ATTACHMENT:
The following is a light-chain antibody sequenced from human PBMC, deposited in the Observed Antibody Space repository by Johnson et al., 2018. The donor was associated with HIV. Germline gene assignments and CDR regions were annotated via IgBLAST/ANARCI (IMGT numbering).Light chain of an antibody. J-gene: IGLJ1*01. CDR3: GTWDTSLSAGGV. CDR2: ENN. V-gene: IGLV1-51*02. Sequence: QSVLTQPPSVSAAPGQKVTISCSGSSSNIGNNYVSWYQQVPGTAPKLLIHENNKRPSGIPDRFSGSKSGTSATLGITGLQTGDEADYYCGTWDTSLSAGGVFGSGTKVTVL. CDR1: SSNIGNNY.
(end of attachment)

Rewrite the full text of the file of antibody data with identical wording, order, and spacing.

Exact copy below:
The following is a light-chain antibody sequenced from human PBMC, deposited in the Observed Antibody Space repository by Johnson et al., 2018. The donor was associated with HIV. Germline gene assignments and CDR regions were annotated via IgBLAST/ANARCI (IMGT numbering).Light chain of an antibody. J-gene: IGLJ1*01. CDR3: GTWDTSLSAGGV. CDR2: ENN. V-gene: IGLV1-51*02. Sequence: QSVLTQPPSVSAAPGQKVTISCSGSSSNIGNNYVSWYQQVPGTAPKLLIHENNKRPSGIPDRFSGSKSGTSATLGITGLQTGDEADYYCGTWDTSLSAGGVFGSGTKVTVL. CDR1: SSNIGNNY.